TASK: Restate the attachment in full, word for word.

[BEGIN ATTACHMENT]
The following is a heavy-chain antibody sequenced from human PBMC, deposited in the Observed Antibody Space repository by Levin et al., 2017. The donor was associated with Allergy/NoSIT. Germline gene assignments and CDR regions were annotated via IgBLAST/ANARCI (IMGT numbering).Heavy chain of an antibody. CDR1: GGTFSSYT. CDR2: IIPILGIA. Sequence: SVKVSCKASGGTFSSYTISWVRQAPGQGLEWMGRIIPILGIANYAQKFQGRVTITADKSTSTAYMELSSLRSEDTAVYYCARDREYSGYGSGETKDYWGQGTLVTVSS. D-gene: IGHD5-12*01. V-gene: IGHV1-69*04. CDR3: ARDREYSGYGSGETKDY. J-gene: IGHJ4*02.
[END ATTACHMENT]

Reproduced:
The following is a heavy-chain antibody sequenced from human PBMC, deposited in the Observed Antibody Space repository by Levin et al., 2017. The donor was associated with Allergy/NoSIT. Germline gene assignments and CDR regions were annotated via IgBLAST/ANARCI (IMGT numbering).Heavy chain of an antibody. CDR1: GGTFSSYT. CDR2: IIPILGIA. Sequence: SVKVSCKASGGTFSSYTISWVRQAPGQGLEWMGRIIPILGIANYAQKFQGRVTITADKSTSTAYMELSSLRSEDTAVYYCARDREYSGYGSGETKDYWGQGTLVTVSS. D-gene: IGHD5-12*01. V-gene: IGHV1-69*04. CDR3: ARDREYSGYGSGETKDY. J-gene: IGHJ4*02.